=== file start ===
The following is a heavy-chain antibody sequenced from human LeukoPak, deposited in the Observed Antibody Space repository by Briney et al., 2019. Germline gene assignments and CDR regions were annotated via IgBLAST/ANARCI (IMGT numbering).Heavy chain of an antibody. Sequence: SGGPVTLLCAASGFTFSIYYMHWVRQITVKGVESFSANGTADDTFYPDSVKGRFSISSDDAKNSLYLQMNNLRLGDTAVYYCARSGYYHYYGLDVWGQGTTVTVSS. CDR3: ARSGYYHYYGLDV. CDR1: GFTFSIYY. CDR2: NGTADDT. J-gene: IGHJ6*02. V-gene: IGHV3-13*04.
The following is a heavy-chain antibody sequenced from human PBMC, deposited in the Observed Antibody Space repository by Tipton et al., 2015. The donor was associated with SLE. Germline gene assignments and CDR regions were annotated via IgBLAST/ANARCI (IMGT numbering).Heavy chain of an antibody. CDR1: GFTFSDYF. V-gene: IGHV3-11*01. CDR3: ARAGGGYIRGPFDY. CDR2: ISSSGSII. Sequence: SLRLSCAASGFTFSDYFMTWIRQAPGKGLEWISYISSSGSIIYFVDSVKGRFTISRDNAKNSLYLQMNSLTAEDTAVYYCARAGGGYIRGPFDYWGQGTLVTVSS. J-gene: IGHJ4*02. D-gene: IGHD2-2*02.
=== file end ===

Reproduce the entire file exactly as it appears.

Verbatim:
The following is a heavy-chain antibody sequenced from human LeukoPak, deposited in the Observed Antibody Space repository by Briney et al., 2019. Germline gene assignments and CDR regions were annotated via IgBLAST/ANARCI (IMGT numbering).Heavy chain of an antibody. Sequence: SGGPVTLLCAASGFTFSIYYMHWVRQITVKGVESFSANGTADDTFYPDSVKGRFSISSDDAKNSLYLQMNNLRLGDTAVYYCARSGYYHYYGLDVWGQGTTVTVSS. CDR3: ARSGYYHYYGLDV. CDR1: GFTFSIYY. CDR2: NGTADDT. J-gene: IGHJ6*02. V-gene: IGHV3-13*04.
The following is a heavy-chain antibody sequenced from human PBMC, deposited in the Observed Antibody Space repository by Tipton et al., 2015. The donor was associated with SLE. Germline gene assignments and CDR regions were annotated via IgBLAST/ANARCI (IMGT numbering).Heavy chain of an antibody. CDR1: GFTFSDYF. V-gene: IGHV3-11*01. CDR3: ARAGGGYIRGPFDY. CDR2: ISSSGSII. Sequence: SLRLSCAASGFTFSDYFMTWIRQAPGKGLEWISYISSSGSIIYFVDSVKGRFTISRDNAKNSLYLQMNSLTAEDTAVYYCARAGGGYIRGPFDYWGQGTLVTVSS. J-gene: IGHJ4*02. D-gene: IGHD2-2*02.